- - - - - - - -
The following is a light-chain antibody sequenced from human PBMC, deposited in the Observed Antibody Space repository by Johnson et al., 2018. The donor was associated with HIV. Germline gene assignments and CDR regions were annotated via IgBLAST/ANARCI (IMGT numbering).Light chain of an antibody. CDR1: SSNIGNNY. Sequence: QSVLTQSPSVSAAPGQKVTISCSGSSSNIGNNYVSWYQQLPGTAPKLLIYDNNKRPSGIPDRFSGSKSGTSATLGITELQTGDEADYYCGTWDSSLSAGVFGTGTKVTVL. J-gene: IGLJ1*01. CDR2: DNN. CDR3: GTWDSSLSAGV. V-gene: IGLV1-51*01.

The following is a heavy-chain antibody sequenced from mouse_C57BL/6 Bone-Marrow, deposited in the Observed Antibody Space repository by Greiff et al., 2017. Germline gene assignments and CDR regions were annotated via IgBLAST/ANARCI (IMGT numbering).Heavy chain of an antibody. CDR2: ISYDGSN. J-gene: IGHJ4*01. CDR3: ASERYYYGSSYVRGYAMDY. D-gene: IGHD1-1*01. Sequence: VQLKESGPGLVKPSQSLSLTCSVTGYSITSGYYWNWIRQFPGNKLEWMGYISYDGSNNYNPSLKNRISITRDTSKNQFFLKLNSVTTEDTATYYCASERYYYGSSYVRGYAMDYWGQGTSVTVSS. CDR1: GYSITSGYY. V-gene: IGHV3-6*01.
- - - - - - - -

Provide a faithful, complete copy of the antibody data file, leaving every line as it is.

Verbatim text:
The following is a light-chain antibody sequenced from human PBMC, deposited in the Observed Antibody Space repository by Johnson et al., 2018. The donor was associated with HIV. Germline gene assignments and CDR regions were annotated via IgBLAST/ANARCI (IMGT numbering).Light chain of an antibody. CDR1: SSNIGNNY. Sequence: QSVLTQSPSVSAAPGQKVTISCSGSSSNIGNNYVSWYQQLPGTAPKLLIYDNNKRPSGIPDRFSGSKSGTSATLGITELQTGDEADYYCGTWDSSLSAGVFGTGTKVTVL. J-gene: IGLJ1*01. CDR2: DNN. CDR3: GTWDSSLSAGV. V-gene: IGLV1-51*01.

The following is a heavy-chain antibody sequenced from mouse_C57BL/6 Bone-Marrow, deposited in the Observed Antibody Space repository by Greiff et al., 2017. Germline gene assignments and CDR regions were annotated via IgBLAST/ANARCI (IMGT numbering).Heavy chain of an antibody. CDR2: ISYDGSN. J-gene: IGHJ4*01. CDR3: ASERYYYGSSYVRGYAMDY. D-gene: IGHD1-1*01. Sequence: VQLKESGPGLVKPSQSLSLTCSVTGYSITSGYYWNWIRQFPGNKLEWMGYISYDGSNNYNPSLKNRISITRDTSKNQFFLKLNSVTTEDTATYYCASERYYYGSSYVRGYAMDYWGQGTSVTVSS. CDR1: GYSITSGYY. V-gene: IGHV3-6*01.